I’m thrilled to be getting married in October – and a little terrified. There are multiple reasons I’ve waited until nearly 50 to take this leap of faith.
I know that happily married people exist, but I can’t find any in my family. More importantly, money stress was a primary reason why so many marriages I’ve witnessed have ended in divorce.
If money stress didn’t cause the divorce, the divorce certainly caused money stress. Four failed marriages are a key reason my father died penniless even after a successful career as an oil company executive.
So my fears are not without cause.
However, Antoinette and I had our first big financial crisis as a couple this week, and I feel hopeful for our future based on how well we navigated it together. We had to make a hard choice with negative consequences regardless of our decision, and it was a significant test of our relationship.
What was encouraging was not the decision but the process we organically co-created for making the decision.
First, we scheduled a time for the conversation when neither was busy nor stressed out. Blindsiding your partner with a huge money problem when they’re exhausted or just home from a busy day at work will never go well.
Next, we had a babysitter come to the house, even though we didn’t go anywhere. Ensuring we were uninterrupted by Antoinette’s very precocious eight-year-old and my soon-to-be stepson was essential.
When the scheduled time arrived, we immediately climbed into bed and snuggled. This was by far the most critical part of the process. We mostly just stared into each other's eyes and tried to connect deeply.
It took about thirty minutes to feel connected and grounded, saving hours of arguing. As I’ve learned from past mistakes, you have to be on the same page emotionally and spiritually with your partner to make healthy financial decisions.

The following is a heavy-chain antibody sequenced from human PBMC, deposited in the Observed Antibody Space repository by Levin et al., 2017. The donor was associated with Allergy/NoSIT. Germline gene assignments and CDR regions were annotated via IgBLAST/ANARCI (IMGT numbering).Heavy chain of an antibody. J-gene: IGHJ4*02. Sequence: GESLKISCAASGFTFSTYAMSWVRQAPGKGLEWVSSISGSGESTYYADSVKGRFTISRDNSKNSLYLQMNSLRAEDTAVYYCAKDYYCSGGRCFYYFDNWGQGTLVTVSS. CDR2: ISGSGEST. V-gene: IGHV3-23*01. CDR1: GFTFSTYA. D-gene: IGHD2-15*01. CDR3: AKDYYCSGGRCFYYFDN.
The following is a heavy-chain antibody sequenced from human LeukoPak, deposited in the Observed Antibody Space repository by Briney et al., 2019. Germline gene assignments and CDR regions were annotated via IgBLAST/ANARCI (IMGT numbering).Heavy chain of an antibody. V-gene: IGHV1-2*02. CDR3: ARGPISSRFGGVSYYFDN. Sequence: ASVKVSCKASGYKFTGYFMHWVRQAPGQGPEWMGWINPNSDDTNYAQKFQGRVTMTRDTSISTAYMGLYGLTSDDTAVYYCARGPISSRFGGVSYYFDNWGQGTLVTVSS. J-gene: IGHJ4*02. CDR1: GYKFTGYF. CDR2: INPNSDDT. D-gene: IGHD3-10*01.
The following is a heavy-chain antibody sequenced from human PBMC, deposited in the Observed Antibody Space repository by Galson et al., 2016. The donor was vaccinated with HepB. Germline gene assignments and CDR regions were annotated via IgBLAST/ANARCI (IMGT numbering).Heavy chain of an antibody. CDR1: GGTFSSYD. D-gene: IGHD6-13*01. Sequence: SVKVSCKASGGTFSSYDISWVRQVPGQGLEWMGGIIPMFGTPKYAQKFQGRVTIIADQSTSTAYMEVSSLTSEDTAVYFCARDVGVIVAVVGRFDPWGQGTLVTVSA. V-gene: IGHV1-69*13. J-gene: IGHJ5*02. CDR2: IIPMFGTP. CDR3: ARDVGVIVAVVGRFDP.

We were ready for the next step when we wished we could silently rest in each other’s arms for a few more hours. (A good nap is one of our guiltiest pleasures as a busy middle-aged couple.)
Then we started creating a list of pros and cons. Once we had our list, with both of us offering every idea without judgment, we took the penultimate step and looked at our budget. The number-crunching was the most straightforward part: It was just math, not emotions.
The math showed us that we would be in trouble either way. It was a question of which set of problems we were more willing to deal with.
A critical skill that Antoinette has taught me to use in these discussions is the “yes, and” technique. Whatever your partner says, constantly affirm their feelings and thoughts by saying “Yes, I hear your concerns.” Follow that up with, “And here is what I think and feel.”
Whatever you do, don’t respond with the word “but.” Saying, “I hear you, but” invalidates what your partner just said and is likely to escalate tensions.
Talking about money, especially with an intimate partner, can be excruciating. Learning to discuss money problems with your partner is a skill you need to master together, as a team, and it takes time, effort, and commitment. It won’t happen overnight, and it took several failed attempts to find a process that works for us.
Also, don’t try to bring up money issues after the wedding and hope for the best. If you can’t have hard money conversations before you get married, you likely have communication or trust issues, and you should think twice before making a lifetime commitment.
While it feels as if we’ve made the right decision, it will take time to know. And sometimes even the right decision can have a negative outcome. Whatever the fallout, we decided together without emotional blackmail, guilt, or recriminations. We will face what comes, united.
While our marriage, like every marriage, will inevitably face challenges, knowing we have a process for dealing with our money struggles in a loving way gives me confidence in our future together.
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